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Han Hua: How can China implement supply-side reform in its film industry?

2018-04-20

By Han Hua    Source: CGTN    Published: 2018-4-19



Whether intentional or not, this question is being raised and addressed by the 2018 Beijing International Film Festival (BJIFF), making it the most unique edition of the festival to date.


The year 2018 is very special to China, as it marks the 40th anniversary of the country’s reform and opening up. And after such time, with the relentless efforts of the Chinese people, China is one of the world’s economic leaders. The country is in a mood of reflection, while continuing to look forward. Therefore, BJIFF has arranged special sections to pay tribute to China’s achievements through movie screenings and forums. The goal is to emphasize that China’s influence on the world comes not only as a hard power, but as a soft power as well.


During the past seven film festivals, BJIFF has displayed 2,400 movies in over 5,000 screenings, which were warmly received by fans and audiences from home and abroad. Over 170 renowned film professionals have attended the themed forums, one of festival’s the major sections, to discuss and set guidelines for the future of Beijing’s film industry.



While China as a nation has focused on supply-side structural reform, an idea proposed by Chinese leaders three years ago, China’s film industry has fallen behind.


What exactly is the “supply side” of a film festival and of the film industry as a whole? In my opinion, an original story, the ability to tell the original story in a compelling way and promotion of the original story are the three key components that both the festival and the industry need. Chinese films and film events like BJIFF have always struggled to be hot topics outside of China, but supply-side reform is expected to help.


Credit should be given to this year’s jury chair of the Tiantan Awards, Wong Kar-wai – a famous director and one of the most capable storytellers in Chinese movie history. Wong, however, admitted during the opening gala of BJIFF that Chinese film currently lacks the magic to turn a good story on paper into a good story on the big screen. And BJIFF, one of the largest film festivals in the world, is still labeled as second-tier.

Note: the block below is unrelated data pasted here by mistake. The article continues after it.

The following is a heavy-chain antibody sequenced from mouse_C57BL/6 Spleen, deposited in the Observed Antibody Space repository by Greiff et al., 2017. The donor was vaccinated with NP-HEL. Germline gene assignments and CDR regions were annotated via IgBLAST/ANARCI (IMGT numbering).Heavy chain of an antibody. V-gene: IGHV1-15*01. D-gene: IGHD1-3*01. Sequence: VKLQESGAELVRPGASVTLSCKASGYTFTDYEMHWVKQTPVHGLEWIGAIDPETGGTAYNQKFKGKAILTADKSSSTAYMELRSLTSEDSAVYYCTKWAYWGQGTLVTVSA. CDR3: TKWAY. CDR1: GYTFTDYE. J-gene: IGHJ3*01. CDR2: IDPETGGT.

In this regard, supply-side reform involves upgrading the vision and honing the skill sets of the players involved. In the past, America’s streamlined and standard style of work was appreciated and copied, but now the Chinese way, which focuses on efficiency and creative collaboration, is being paid more attention. Structurally, is there a middle ground between the two styles? Is there a way to organize the festival in a creative way that is not too dynamic, and professional but not too assertive? These comparisons and practices are realistic and will be helpful in transforming BJIFF into a world leader.


Compared to world-class festivals in Europe and America, BJIFF along with its siblings in Asia like the Hong Kong International Film Festival and Tokyo International Film Festival, are still kids or teenagers in their short, yet promising, existence. Unlike the labels given to film festivals like Venice, Cannes or Berlin – decision-maker, interest generator, etc. – BJIFF is regarded as a trendsetter, an incubator of experimental projects and talents, and a new brand of Beijing.


It is unrealistic to pursue those labels at this stage. BJIFF needs a more comprehensive coordination and marketing plan, more projects that can be monetized and more popularity among its own people, while tapping the world market.


On the supply side for sales, BJIFF for the first time is working with a leading entertainment e-commerce web company named Taopiaopiao, to put all the tickets online, which has attracted a much younger audience to the event. One of the major sections, "Forward Future," has been doing independent and coherent marketing campaigns, some of which are very creative, to make the most of the artistic talent of new filmmakers, and represent current art trends and the aesthetics of new films worldwide. However, major theater chains are still reluctant to screen films that are labeled as “independent” or “art,” compared to blockbusters or films by famous directors. Furthermore, media coverage outside of China is still poor compared to the attention given to other renowned film festivals.


Han Hua is a research fellow with the Chongyang Institute for Financial Studies at Renmin University of China.

Key Words: China   Film Industry   Soft power   Han Hua  

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